Cook Islands Considering Changing Its Name to Reflect Polynesian Heritage

In the latest attempt to reflect its Polynesian heritage, the Cook Islands is considering changing its name.

A government-backed committee is exploring the issue, according to Danny Mataroa, one of the committee’s members and a longtime advocate of a name change. The Cook Islands, named after Capt. James Cook, the British explorer who visited the South Pacific area in the mid-1770s, became a self-governing territory in 1965 and has sought to rename itself several times since.

“We are old enough now,” Mr. Mataroa said in an interview Tuesday. “We are doing O.K. Now we can have a name we choose.”

When Cook sailed upon the islands northeast of New Zealand, he found an Indigenous population made up of descendants from French Polynesia. Spanning 15 islands, the Cooks were named a British protectorate in 1888. The area was popular among seafaring captains who roamed the ocean and harpooned whale, which were prized for their meat and oil.

Now, the majority of the population lives on Rarotonga, the largest island with a population of about 13,000. (The islands have 17,000 inhabitants over all.) The Cooks is in free association with New Zealand, which has a large population of Cook Islanders living there.

Inhabitants have sought to change the Cooks name before to reflect Maori, a local Indigenous language; discussions go back to the 1970s, Mr. Mataroa said.

But it was in 1994 when a name change was put to a vote and rejected. Then, Prime Minister Sir Geoffrey Henry approved a referendum to acknowledge a Maori name for Cook Islands, while retaining the original name in English. The majority of voters, though, voted against the measure.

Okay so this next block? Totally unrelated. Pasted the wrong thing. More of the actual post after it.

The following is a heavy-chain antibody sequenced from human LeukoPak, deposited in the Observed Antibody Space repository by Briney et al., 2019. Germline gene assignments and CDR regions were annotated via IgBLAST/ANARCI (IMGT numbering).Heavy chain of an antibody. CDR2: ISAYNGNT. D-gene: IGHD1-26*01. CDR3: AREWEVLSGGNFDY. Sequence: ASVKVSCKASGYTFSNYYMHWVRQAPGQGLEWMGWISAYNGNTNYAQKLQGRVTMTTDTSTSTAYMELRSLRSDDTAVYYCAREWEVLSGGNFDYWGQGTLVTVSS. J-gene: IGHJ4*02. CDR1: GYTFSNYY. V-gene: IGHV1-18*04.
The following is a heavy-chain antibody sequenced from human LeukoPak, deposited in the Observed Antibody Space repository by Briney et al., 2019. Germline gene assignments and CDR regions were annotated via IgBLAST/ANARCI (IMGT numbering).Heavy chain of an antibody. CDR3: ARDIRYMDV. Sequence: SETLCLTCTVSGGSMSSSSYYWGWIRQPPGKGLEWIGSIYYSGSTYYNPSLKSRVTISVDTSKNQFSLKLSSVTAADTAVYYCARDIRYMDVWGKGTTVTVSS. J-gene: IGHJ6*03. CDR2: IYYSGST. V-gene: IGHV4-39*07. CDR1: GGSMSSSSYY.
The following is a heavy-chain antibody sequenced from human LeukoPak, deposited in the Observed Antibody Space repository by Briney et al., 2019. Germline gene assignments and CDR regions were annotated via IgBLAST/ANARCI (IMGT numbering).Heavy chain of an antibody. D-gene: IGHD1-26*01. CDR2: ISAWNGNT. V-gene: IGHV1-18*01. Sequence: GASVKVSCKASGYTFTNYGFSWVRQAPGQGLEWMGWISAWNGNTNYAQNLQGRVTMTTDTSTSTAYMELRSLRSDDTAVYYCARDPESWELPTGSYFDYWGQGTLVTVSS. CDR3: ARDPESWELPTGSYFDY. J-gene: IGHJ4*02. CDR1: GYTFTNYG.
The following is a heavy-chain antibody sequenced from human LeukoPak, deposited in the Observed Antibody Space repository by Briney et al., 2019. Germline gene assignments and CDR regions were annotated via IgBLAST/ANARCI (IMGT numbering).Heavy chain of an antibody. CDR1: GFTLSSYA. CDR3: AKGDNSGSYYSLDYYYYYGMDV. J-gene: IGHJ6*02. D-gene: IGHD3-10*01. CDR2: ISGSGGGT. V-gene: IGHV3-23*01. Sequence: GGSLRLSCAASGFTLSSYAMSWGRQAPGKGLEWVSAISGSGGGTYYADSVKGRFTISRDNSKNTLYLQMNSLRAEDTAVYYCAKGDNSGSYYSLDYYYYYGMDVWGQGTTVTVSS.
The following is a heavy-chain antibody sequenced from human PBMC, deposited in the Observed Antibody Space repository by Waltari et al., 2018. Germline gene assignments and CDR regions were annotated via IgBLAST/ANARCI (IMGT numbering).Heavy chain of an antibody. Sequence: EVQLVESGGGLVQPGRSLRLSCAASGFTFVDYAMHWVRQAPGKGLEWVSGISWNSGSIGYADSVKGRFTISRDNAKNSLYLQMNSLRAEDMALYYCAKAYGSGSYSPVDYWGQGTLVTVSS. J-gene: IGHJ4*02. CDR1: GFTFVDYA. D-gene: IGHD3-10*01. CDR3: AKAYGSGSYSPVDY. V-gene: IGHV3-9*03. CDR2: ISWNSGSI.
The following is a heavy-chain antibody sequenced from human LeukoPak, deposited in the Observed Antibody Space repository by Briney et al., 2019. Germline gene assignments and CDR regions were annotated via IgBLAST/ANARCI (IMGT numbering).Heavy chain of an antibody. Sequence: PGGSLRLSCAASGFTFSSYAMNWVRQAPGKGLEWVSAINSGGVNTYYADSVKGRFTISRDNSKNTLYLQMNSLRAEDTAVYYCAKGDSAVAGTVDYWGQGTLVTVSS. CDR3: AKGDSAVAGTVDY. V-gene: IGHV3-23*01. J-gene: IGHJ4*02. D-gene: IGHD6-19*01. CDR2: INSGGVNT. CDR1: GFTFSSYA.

The economy is supported by tourism, banking and the exports of local goods. In 2013, international finance regulators cracked down on investment trusts set up on the Cook Islands, saying it had become an offshore haven for investors in Palm Beach, New York and Hollywood who sought to avoid paying taxes.

A committee with 19 members was convened in January by Pa Marie Ariki, a member of a group of tribal leaders that advises the government on matters related to culture and custom, Mr. Mataroa said. So far, the committee has gathered 60 names from the public and has the support of tribal leaders across the Cook Islands.

Mr. Mataroa said the committee was considering names with these requirements: It should not be more than 15 letters, have no more than four syllables and be easy to explain in English. Mr. Mataroa said the group hoped to narrow down the list by April.

Names would be presented to the government and could be voted upon in a referendum, Thomas Wynne, a government media adviser who is on the advisory committee, said Tuesday. If approved by the public and the government, an amendment to the constitution would be needed to change the name.

Deputy Prime Minister Mark Brown, a member of the Cook Islands Party, did not respond to a request for comment Tuesday. But Mr. Brown told Radio New Zealand in a March interview that he supported the name change and wanted to hear more comments from Cook Islanders.

“I’m quite happy to look at a traditional name for our country which reflects the true Polynesian nature of our island nation,” he said. He added that it seemed likely that a referendum would be needed to make the change.

The Democratic Party leader, Tina Browne, did not respond to a request for comment on Tuesday.

Mr. Mataroa said he and his fellow committee members were seeking public opinion, a challenge given that the population is spread across more than a dozen islands and two million square miles. “It is going to be a long, expensive process,” he said.

Jack Begg contributed research.

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